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Why a Greek tragedy is now unfolding

Why a Greek tragedy is now unfolding

Zero hope, zero reform and zero willingness to change equals Greece of tomorrow, writes Saxo Bank’s chief economist

This is now officially a Greek tragedy.

In many ways, it is relatively easy to understand why the result was a ‘No’ from Greece. There is little to lose, as a ‘Yes’ to more austerity hardly was a great choice for a society on the brink of a social break down.

This does not change that I firmly believed Greece would say yes and unseat a government that is more interested in their own survival than the country’s destiny. What comes next politically is difficult to predict but markets are slightly easier:

• DAX will open down 5 per cent – again – and probably lose 10 per cent during next few weeks unless ECB and Fed does a repeat of 2010-11 plunged protection teams

• The Club Med spreads will rise 20-50 bps over the next few weeks

• Bulgaria, Croatia, Romania should see considerable spread increases

• EUR/USD – that is the difficult one: I expect a weaker open, but if Greece is actually going to leave the Euro then it will be stronger by the end of week. For now I expect 2-5 per cent range in the first 24/48 hours

The real risk remains the illiquidity of the market. Do not forget that through government intervention (QE’s) in the bond market there is no two-way market. No market makers and no risk capital (due to capital requirement and regulation).

The big other risk is that banks will NOT re-open despite the assurances by Greek government on Tuesday. Will it lead to 30 per cent haircut on depositors as the Financial Times wrote over the weekend?

Comments are fast and furious – many gloating and playing games, but where is the long-term solution?

The solution where Greece gets a haircut but also make real commitments to redefining a new Greece. Syriza showed how powerful they are in an environment of ‘pretend-and-extend’ from Europe; the same pretend-and-extend is now dead. The change of macro policies always comes from failing. This is one of the biggest failings in Europe history.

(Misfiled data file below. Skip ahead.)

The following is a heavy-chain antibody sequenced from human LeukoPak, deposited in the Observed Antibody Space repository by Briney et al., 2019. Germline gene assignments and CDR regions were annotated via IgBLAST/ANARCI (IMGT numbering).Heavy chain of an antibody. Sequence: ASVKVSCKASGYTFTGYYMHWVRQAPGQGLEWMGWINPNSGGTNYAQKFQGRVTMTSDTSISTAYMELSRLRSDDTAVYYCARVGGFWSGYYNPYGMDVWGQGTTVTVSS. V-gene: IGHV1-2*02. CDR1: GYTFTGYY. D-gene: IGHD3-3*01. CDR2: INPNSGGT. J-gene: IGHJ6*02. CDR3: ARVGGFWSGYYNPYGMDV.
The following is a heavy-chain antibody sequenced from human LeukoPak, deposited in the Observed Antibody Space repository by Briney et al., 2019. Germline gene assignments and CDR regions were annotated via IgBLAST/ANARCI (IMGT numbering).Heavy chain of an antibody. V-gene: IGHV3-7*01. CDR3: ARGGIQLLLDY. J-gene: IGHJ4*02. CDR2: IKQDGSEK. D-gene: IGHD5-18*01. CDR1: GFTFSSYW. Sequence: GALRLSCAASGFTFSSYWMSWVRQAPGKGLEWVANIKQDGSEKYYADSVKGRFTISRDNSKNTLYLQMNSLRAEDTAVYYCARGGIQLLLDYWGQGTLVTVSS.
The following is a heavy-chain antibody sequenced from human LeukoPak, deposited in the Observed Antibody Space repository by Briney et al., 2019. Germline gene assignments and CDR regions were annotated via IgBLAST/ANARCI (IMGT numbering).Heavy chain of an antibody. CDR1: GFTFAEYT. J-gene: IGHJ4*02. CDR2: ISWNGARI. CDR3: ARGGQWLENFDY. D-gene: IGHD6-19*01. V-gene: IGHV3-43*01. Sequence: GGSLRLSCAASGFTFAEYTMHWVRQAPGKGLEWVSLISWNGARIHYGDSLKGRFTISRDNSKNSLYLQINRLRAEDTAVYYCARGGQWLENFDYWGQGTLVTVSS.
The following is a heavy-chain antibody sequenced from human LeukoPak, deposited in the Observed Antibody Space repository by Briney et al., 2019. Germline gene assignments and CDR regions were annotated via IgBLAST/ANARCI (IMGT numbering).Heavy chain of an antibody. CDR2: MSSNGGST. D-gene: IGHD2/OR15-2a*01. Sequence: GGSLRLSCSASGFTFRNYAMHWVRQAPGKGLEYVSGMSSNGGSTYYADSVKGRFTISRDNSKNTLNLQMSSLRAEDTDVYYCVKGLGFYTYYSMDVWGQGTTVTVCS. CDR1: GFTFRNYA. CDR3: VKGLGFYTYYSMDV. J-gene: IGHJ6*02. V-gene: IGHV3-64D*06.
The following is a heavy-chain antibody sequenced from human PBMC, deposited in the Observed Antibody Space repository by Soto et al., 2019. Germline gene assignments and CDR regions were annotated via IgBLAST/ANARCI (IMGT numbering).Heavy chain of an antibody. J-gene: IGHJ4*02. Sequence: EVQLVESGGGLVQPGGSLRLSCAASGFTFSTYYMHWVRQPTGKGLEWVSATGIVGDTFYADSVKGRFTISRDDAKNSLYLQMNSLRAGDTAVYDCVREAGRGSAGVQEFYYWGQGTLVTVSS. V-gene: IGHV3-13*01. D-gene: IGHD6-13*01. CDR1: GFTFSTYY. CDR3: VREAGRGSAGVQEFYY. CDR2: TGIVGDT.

The plan A was to do pretend-and-extend. Plan B was to use “carrot and sticks” and plan C was not to have a plan. Having no plan is not a plan, as it’s pretty obvious now, but it’s good news in the sense that someone now needs to own up to the loss which has been moved forward with no reforms, no structural changes and with no hope.

Zero hope, zero reform and zero willingness to change equals Greece of tomorrow, with no access to finance, very little friends and a future which is, if possible, is even more dire.

Europe on the other hand also lost – my classic argument since day one: the Greek tragedy is one without solutions. No winners, only losers. Europe looks inflexible and stubborn. Clearly we finance people understand and mostly agree with the medicine prescript, but at all times any policy needs to embedded in democracy and in the ability of carrying through on the plan. Europe as often before not failed but played for broke.

Syriza and Greece however probably lost more. The mere idea they will have new deal in 24 hours is pure fantasy as it has been every week when the finance minister promised us a plan by next week.

Like Europe, however they do not have a plan B or plan C. Only rhetoric and that with lines, which reminds me of Eastern Europe before 1989.

I love sports analogies as much as most people hate them: This is a football match being played without referees and rules now. Either team can claim to have won: Greece is claiming they made the highest amount of free kicks and that three free kicks against them equals a goal for Greece, while EU and ECB claims the fact they had more corners than Greece make them the winners. The point of course with no rules, no referees its anybody’s call, but of course, in a regular match these two sides drew nil-nil.


• Consensus is surprised by election

• Illiquidity is the big risk

• Grexit is now base case

• There is 25 per cent chance of Europe finding the geopolitical situation so important that they extend help to Greece despite harsh words – but still 75 per cent against

• Market will see 5 per cent drop in equities, 20-50 in fixed income spread expansion, Eastern Europe will hurt more, uncertainty has increased (which market never likes), Greece banks will most likely remain closed, EUR/USD should drop 2-3 figures at the most, and it is a screaming buy now we have “reality” vs. talk, talk

Pretend and extend died on Sunday, hopefully it is replaced with a normal business cycle, normal ebbs and flows. While politicians will try to save face, trying to do just one more round of pretend-and-extend, but the patient has died.


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